Muscle Strain and Sprain
Click on the following conditions to learn more:
People often think a muscle strain is the same as a sprain, but they're actually different injuries. A sprain in your spine is when the one or more ligaments that connect your facet joints have been damaged by an injury. Ligaments give the vertebrae in your spine stability, they help to control the flexibility of your spine, and they protect your spinal cord and nerve roots by absorbing energy when stress is put on your spine.
Any of the ligaments in your back can be sprained. Injuries that can cause a sprain include a sudden contraction or twisting of the ligament, a hard blow to the ligament, or a fast and forceful straightening of the ligament.
Muscle strains usually occur as a result of a sudden and severe muscle contraction, such as a whiplash injury to your cervical spine (your neck) due to a car accident. Muscle strains occur most frequently in muscles that span several facet joints.
Muscle strains and sprains are common injuries in athletes, including both professional athletes and people you like to play sports on weekends. The two conditions often occur together, which can make them difficult to differentiate.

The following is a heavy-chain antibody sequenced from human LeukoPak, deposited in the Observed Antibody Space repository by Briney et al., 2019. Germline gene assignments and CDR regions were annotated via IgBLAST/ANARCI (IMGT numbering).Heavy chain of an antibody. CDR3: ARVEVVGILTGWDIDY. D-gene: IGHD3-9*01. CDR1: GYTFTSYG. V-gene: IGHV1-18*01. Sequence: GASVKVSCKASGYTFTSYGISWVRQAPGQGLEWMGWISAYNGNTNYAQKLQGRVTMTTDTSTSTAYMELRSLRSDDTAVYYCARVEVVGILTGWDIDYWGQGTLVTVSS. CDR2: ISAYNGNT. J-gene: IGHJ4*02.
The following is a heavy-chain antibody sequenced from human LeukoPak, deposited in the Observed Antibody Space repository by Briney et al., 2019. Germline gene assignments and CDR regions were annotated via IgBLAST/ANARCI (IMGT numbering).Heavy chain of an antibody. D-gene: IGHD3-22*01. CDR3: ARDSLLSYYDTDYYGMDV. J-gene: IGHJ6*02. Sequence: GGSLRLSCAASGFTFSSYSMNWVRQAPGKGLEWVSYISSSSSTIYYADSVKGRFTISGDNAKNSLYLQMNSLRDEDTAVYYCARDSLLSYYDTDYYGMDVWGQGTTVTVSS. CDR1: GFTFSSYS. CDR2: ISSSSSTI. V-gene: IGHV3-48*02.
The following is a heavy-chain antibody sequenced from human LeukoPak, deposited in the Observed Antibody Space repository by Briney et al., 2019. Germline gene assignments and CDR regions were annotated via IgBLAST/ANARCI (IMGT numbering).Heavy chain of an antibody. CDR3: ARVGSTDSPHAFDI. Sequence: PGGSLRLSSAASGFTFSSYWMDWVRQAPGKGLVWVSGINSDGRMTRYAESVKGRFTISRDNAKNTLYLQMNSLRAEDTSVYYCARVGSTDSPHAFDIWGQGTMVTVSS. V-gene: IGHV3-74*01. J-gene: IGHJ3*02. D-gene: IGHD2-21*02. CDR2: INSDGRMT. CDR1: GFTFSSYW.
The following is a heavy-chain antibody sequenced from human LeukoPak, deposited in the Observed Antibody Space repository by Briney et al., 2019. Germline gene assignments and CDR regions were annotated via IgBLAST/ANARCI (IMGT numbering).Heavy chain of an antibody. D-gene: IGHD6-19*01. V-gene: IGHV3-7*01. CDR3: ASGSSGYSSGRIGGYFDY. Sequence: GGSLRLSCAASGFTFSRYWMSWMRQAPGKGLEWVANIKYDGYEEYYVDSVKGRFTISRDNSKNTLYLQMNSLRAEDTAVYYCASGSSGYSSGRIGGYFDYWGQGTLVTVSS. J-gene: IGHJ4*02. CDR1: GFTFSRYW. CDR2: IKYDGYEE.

Muscle strains and sprains usually affect the underlying structures of your spine, which can cause temporary or permanent damage. Permanent damage can lead to chronic back problems and make it easier for you to injure yourself again.
In the cervical spine, the chief symptom of a muscle strain or sprain is pain. A cervical strain may also be accompanied by stiffness. Torn muscle fibers may result in localized bleeding at the affected site of the tear, causing pain, swelling, and tenderness. The pain may subside within a few minutes after the initial injury, leading you to believe that you are okay. It can take several hours or longer for the pain and neck stiffness to reach their peak. The pain from a cervical muscle strain or sprain may affect your shoulder as well, but should not cause pain or numbness in your arm or hand.
In the thoracic spine (your mid back) and lumbar spine (your low back), the typical symptoms of muscle strain and sprain are pain and spasm in the area where the injury occurred. You will also likely have difficulty bending or twisting. If deeper structures are not involved in the injury, such as intervertebral discs.
you should not have any neurologic symptoms such as radiating pain, numbness, or weakness. If one of your discs is also injured, or if the damage to your spine causes a pinched nerve (called radiculopathy) or narrowing of your spinal canal (called spinal stenosis), you may experience numbness or weakness in the part of your body served by the affected nerve. In severe cases, nerve damage could cause you to have difficulty sensing the need to urinate or defecate.